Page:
I LOVE all things braised — the meats melt in your mouth, and are so tender juicy and the flavor is incomparable. Molly Stevens, author of “All About Braising” (my go-to bible for this technique), says it’s what she does when she doesn’t want to cook! Put a few things together in a pot, into the oven for a few hours, and “Viola!” It’s dinner!
So what is this technique all about? Braising is the process of cooking with a small amount of liquid, typically some sort of acid, in a tightly covered pot. It may be quick or slow, brown or white.
quick- vs. slow-braising
There are two types of braising: slow-braising is most common, used for tough cuts of meat, benefiting from the long, slow cooking time. You may quick-braise more delicate foods, like fish, chicken breasts, fruits or vegetables. These foods have little to no connective tissue to break down, so no need for a lengthy period. Quick-braising makes the most sense being done on the cooktop, as it needs attention more frequently.
Slow-braising can be done in the oven, on top of the stove, in a slow cooker, or in a pressure cooker.
In a nutshell, here’s how it works:
Your meat choice contains muscle protein, collagen and connective tissue, fat, and water. The braising process uses heat and a moisture bath to change the properties of collagen and connective tissue to provide a fork-tender succulent entrée from what started as an inexpensive piece of meat.
As muscle proteins raise in temperature, things change. At 120°F the protein begins to shrink and firm up. It continues to firm as the temperature rises. As protein firms, it begins to squeeze out water, like wringing out a towel — too much water loss and your meat is dry. Muscle protein becomes completely firm at 170°F – we would normally call that OVERDONE because the protein fibers are very firm and have squeezed out too much water! But… This is usually a challenge, unless you are braising! The gentle simmer, 185-200°F, in the moist environment of the closed braising pot, bathes the meat in yumm-worthy juices. And the long cooking time involved breaks down the other proteins in the pot — collagen and connective tissue.
Braising is nearly idiot-proof. But patience is the key, don’t try to rush a recipe by turning up the heat; the meat will be tough and the flavors will fail to develop. Braising is also the ultimate plan ahead technique. Recipes can be made in advance; the flavor will only improve.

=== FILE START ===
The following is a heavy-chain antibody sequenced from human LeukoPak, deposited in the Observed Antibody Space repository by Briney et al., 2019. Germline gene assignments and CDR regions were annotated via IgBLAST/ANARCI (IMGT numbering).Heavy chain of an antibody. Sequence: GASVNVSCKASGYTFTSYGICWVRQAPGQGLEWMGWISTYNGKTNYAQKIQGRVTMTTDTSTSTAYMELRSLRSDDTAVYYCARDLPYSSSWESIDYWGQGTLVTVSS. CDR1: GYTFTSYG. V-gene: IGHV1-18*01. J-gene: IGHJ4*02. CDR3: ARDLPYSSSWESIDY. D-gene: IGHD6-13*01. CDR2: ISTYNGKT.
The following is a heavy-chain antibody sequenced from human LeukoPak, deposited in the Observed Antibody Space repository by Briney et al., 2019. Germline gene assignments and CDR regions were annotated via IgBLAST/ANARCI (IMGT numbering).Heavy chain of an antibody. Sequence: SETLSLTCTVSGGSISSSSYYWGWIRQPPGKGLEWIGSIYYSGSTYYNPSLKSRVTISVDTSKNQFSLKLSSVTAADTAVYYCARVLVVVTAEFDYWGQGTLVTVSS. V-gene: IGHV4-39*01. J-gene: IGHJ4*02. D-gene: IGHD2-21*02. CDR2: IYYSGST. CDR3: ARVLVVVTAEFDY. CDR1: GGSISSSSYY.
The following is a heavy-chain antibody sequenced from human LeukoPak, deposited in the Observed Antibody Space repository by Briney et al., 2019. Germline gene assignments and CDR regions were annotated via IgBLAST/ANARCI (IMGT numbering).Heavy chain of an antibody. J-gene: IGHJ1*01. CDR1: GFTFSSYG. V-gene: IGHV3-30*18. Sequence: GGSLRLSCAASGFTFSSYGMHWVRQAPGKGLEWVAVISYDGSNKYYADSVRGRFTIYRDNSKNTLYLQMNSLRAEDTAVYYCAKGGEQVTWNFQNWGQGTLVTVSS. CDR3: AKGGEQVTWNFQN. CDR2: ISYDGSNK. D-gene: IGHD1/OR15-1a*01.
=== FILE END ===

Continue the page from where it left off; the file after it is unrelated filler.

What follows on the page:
brown vs. white braising
This differentiation is simple! Has anything been browned, or not! In brown braising the item is first sautéed or seared to brown the outside. After the meat has browned, but not fully cooked through, liquid is added to partially cover, the heat is lowered, the pan is covered, and the cooking continued.
In white braising, there is NO browning of ingredients. There is sometimes a “sweating” of the vegetables (cooking vegetables until moisture is released, softening but not browning them). White braising is usually used for fish, sometimes for chicken and veal.
quick- vs. slow-braising
Slow-braising is generally used for less tender, cheaper cuts of meat. These cuts come from the working muscles of the animal, think pork shoulder or butt, beef round, beef stew meat, chicken thighs, turkey thighs. The harder a muscle works, the tougher the meat, but the more connective tissue and collagen present. Collagen and connective tissue are essential in producing tender, melt-in-your-mouth final results.
Whether you are brown or white braising, quick or slow, the braising liquid should always include an acid, such as vinegar, wine, or lemon juice, which helps to tenderize and break down connective tissue. Other ingredients are added for flavor.
rules of braising:
- Use less tender, less expensive cuts of meat. These have more connective tissue and collagen.
- Sweat the mirepoix, brown the meat if desired. Follow rules for sauté to brown the meat.
- Use only enough liquid it come up half to three-quarters on the meat.
- Acid is a vital ingredient in the braising liquid, as it helps to breakdown the proteins and tenderize connective tissue.
- The pot should be sized according to the piece of meat, to allow for very little “head space.”
- Braising is always accomplished COVERED, with the lid or foil as close to the surface of the meat as possible, to prevent moisture loss and to build up a slight pressure, forcing the liquid into the meat.
- DO NOT allow the braising liquid to get too hot. Braising liquid should be maintained at 185-200°F, far below the boiling point.
- Cook long enough to allow the meat to come to the proper temperature – 200-210°F.
- Allow the meat to stand 10 minutes before serving.
What do you want to braise? Here are a few ideas: